While the longer-term outlook for gold continues to remain very bearish, in the last few days we have seen some encouraging signs for gold and while one swallow doesn’t a summer make, it will certainly bring some much needed relief to the relentless move lower. And the day in question is the 4th of September, perhaps unmemorable in terms of the price action, which saw gold trade around the $1200 per ounce area, but was significant in terms of the associated volume. On this day the price action closes with a relatively narrow spread down candle, but note the volume which is extremely high. This suggests one thing: the big operators have stepped in at this level to buy gold and so it’s no surprise to see the precious metal trading higher.
Support And Resistance
The key for any development away from this area is now the associated support and resistance levels, which are building firmly, with the ceiling of resistance now in place at $1220 per ounce and the floor of support at $1190 per ounce. These are based on price action from the accumulation and distribution indicator. The volume point of control histogram to the right of the chart is also not helping here, with high concentrations of volume from the current trading price at $1209.50 per ounce through to $1240 per ounce where we reach the first low volume node, so the precious metal has some way to travel before some easier areas are reached. This also coincides with the price resistance denoted with the red dotted line. An upwards journey with stiff areas of resistance to penetrate.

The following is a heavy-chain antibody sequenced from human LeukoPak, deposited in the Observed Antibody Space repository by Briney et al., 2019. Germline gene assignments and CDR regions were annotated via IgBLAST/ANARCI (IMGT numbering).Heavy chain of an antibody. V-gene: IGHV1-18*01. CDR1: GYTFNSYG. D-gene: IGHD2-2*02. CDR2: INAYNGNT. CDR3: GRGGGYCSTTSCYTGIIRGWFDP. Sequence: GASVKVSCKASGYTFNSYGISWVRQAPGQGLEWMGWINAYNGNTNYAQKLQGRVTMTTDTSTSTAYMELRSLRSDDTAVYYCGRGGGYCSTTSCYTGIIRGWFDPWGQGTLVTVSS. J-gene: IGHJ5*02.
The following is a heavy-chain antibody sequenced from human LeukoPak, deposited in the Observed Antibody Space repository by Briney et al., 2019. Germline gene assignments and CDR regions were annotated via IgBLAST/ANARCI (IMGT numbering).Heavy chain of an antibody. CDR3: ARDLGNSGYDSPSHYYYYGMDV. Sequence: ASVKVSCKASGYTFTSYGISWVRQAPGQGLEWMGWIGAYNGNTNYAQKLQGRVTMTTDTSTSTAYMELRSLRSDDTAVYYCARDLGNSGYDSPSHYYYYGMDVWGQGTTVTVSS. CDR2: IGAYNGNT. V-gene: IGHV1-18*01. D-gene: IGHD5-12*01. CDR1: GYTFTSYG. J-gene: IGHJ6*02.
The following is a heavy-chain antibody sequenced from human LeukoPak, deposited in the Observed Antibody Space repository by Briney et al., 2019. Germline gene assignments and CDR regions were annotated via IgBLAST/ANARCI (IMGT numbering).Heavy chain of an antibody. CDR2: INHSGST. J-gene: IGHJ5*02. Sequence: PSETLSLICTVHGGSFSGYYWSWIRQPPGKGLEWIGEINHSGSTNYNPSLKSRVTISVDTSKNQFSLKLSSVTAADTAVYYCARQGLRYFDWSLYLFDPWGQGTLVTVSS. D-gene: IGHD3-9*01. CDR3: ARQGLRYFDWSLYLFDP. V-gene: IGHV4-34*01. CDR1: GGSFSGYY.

Staying with the daily chart, but applying Camarilla levels, this is also revealing with gold is now approaching and testing the R3 level at $1212 per ounce and signalling that a possible long position is now on the horizon. From there a move to R4 at $1217 per ounce and a close above would then open the way for a more sustained move to the R5 and finally to R6 at $1225 per ounce.
So in summary, one swallow perhaps, but nevertheless welcome and providing some respite to the longer term bearish trend!